◆ Biologists anticipate deer will weather winter well.
Wildlife managers remain actively involved in the Wyoming Range Mule Deer Project. Now in its sixth year, the project is designed to monitor and track one of the largest mule deer herds in the state.
In early December, wildlife managers worked to capture mule deer on the winter ranges near LaBarge, Evanston and Cokeville. The capture effort was made to help monitor how healthy the mule deer population is entering the 2020 winter.
“Each fall a substantial percentage of the Greys River and Salt River mule deer populations migrate to these areas to spend the winter,” said local Game and Fish Wildlife Biologist Gary Fralick.
“We have reached a critical juncture in this ongoing research in collaboration with the University of Wyoming, and that is our effort to monitor the health and the recovery of this mule deer population,” Fralick added.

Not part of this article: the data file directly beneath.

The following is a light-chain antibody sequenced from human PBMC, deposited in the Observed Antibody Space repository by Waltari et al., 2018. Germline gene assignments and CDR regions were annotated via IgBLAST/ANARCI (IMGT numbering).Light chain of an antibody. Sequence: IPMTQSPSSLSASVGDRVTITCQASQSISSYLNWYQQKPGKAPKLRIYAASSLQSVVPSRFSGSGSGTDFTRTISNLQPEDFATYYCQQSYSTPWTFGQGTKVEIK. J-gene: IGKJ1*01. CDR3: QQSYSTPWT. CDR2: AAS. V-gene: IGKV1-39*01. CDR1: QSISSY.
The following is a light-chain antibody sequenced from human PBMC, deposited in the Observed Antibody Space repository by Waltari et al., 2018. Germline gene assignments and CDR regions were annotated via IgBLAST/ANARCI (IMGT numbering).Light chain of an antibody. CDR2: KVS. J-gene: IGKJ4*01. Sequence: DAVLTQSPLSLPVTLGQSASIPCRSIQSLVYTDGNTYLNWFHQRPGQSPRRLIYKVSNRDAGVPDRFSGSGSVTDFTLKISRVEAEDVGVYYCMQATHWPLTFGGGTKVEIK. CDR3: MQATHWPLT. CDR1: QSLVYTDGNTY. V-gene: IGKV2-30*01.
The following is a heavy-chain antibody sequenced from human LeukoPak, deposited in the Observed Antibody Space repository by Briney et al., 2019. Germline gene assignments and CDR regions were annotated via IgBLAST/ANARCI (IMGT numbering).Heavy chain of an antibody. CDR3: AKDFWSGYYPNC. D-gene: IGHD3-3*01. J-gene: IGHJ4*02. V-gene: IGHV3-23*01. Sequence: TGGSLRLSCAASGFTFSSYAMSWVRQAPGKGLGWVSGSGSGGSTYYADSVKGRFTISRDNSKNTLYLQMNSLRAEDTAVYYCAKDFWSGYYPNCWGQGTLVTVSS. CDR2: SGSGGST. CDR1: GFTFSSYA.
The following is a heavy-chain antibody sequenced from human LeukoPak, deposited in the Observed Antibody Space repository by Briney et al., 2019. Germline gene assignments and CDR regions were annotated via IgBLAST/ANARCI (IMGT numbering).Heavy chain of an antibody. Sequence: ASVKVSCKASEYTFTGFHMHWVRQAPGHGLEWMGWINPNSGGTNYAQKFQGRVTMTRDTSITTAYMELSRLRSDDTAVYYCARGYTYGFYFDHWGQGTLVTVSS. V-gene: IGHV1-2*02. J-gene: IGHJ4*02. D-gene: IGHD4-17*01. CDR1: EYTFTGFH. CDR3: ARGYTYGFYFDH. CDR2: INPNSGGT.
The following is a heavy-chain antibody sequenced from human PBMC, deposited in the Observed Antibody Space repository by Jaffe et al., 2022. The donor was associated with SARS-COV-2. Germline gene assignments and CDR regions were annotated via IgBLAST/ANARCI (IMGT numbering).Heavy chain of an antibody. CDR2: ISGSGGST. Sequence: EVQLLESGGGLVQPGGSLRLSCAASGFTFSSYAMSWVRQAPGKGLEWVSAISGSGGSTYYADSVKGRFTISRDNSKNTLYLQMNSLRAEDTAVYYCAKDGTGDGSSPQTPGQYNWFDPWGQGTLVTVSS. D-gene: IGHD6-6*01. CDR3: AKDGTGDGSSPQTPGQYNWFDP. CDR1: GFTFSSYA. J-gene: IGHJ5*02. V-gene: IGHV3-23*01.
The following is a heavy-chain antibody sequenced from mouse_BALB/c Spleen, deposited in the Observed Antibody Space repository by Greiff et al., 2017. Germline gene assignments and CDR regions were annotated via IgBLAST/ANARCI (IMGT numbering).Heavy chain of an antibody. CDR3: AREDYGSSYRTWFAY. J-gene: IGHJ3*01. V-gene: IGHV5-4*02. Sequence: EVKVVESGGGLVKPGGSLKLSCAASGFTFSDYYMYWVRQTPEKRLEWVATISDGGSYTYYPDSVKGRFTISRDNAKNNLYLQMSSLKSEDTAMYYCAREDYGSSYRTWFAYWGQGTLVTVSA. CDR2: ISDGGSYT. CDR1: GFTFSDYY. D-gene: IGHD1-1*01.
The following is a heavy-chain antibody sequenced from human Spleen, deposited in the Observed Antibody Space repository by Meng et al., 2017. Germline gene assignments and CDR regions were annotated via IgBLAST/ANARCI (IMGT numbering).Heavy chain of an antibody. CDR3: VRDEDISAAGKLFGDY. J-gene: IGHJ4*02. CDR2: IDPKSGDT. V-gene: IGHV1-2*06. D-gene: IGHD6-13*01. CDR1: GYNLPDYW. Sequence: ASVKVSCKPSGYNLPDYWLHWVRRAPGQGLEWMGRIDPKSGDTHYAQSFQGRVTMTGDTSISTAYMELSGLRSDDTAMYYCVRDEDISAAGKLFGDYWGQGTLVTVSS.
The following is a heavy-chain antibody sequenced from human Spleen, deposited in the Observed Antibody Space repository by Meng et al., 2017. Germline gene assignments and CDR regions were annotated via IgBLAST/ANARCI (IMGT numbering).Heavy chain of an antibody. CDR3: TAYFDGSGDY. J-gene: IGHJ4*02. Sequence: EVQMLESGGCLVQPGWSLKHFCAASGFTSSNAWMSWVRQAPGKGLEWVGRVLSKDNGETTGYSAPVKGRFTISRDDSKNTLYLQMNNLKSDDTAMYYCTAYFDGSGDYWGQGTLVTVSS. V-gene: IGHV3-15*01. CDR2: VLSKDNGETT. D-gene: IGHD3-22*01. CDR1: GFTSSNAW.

According to Fralick, mule deer health is determined based on the amount of stored body fat. The mule deer population in Western Wyoming was devastated in the winters of 2017 and 2019, he said.
“Based on our body fat measurements [this month], mule deer does are entering the winter in good shape, even those does who raised one or more fawns still had a fairly high percentage of body fat that will help sustain them through the remainder of the winter,” he said. “Most of the does weighed between 150 and 180 pounds, with several tipping the scales at over 200 pounds.”
Fralick believes that “based on current snow conditions on the large winter range complexes, that there is still a reasonable possibility that deer will come through the winter in good shape.
“There are still three months of winter remaining,” he said. “Throughout this period, the Game and Fish Department will remain vigilant and monitor the condition and distribution of the Wyoming Range mule deer herd.”